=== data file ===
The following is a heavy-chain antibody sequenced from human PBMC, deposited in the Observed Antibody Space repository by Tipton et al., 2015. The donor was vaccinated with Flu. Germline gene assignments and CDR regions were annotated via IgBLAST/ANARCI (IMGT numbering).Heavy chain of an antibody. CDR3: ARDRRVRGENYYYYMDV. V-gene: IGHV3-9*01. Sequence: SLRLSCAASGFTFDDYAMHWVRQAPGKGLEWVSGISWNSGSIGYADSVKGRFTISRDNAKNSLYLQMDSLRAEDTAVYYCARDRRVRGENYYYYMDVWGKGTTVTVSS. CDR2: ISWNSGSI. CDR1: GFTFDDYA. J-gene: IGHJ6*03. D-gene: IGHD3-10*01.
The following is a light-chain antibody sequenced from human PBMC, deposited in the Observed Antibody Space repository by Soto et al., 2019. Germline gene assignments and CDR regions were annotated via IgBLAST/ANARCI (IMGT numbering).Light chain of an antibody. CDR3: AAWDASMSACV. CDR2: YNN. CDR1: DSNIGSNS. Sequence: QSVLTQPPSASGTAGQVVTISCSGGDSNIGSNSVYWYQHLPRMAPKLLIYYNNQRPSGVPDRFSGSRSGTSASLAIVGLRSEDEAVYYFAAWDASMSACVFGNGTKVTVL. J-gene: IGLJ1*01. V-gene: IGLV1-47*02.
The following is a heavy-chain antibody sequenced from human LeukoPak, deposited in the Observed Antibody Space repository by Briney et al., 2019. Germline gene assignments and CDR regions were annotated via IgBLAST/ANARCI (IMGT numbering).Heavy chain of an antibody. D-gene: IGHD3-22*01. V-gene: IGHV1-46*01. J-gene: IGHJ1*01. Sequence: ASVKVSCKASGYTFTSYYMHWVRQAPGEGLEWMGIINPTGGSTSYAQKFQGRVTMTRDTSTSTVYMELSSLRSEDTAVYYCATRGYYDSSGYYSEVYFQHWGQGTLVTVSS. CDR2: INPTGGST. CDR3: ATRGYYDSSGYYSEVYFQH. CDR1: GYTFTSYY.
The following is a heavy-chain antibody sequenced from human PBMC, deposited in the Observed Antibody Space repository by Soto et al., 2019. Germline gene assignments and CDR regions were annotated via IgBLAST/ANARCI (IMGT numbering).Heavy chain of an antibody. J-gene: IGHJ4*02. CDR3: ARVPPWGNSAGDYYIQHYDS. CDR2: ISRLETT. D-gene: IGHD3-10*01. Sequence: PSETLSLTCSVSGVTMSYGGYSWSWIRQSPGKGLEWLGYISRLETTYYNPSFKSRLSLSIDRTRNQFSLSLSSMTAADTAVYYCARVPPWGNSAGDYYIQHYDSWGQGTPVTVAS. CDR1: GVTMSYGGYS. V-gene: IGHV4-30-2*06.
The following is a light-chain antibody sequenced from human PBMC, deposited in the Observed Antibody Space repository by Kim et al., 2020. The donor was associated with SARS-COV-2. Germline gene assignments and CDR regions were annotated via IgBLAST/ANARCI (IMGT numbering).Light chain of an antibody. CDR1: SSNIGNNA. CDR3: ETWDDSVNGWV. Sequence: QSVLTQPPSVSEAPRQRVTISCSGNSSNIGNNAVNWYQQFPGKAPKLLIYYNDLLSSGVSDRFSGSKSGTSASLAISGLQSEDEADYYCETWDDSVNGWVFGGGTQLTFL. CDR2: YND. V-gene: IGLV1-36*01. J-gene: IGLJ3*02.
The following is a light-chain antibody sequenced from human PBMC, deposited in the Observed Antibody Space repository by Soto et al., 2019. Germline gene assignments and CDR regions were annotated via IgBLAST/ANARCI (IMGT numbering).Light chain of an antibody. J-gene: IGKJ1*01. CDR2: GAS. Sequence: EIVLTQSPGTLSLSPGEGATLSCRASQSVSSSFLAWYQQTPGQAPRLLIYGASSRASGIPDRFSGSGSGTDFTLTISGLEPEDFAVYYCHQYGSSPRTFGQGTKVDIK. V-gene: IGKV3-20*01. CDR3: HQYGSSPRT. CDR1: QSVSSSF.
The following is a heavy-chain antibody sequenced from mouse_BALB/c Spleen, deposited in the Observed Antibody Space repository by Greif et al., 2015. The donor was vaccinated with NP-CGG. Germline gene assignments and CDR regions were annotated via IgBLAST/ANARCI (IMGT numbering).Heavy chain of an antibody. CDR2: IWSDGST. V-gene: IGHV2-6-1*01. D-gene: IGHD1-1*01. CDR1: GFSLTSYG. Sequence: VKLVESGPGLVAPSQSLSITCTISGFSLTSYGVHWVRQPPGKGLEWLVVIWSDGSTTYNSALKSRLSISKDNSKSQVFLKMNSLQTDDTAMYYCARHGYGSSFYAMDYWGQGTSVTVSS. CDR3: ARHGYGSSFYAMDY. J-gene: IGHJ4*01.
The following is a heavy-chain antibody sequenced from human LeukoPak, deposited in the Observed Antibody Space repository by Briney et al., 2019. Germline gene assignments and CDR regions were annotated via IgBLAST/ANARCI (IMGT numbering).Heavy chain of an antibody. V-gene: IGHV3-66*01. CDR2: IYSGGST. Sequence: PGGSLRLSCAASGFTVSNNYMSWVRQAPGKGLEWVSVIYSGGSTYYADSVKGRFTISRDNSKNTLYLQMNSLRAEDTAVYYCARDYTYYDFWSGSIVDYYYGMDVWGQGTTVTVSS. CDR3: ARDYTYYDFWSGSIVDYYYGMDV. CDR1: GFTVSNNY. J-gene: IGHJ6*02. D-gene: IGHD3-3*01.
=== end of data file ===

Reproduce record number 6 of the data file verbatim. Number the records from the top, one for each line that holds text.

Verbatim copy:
The following is a light-chain antibody sequenced from human PBMC, deposited in the Observed Antibody Space repository by Soto et al., 2019. Germline gene assignments and CDR regions were annotated via IgBLAST/ANARCI (IMGT numbering).Light chain of an antibody. J-gene: IGKJ1*01. CDR2: GAS. Sequence: EIVLTQSPGTLSLSPGEGATLSCRASQSVSSSFLAWYQQTPGQAPRLLIYGASSRASGIPDRFSGSGSGTDFTLTISGLEPEDFAVYYCHQYGSSPRTFGQGTKVDIK. V-gene: IGKV3-20*01. CDR3: HQYGSSPRT. CDR1: QSVSSSF.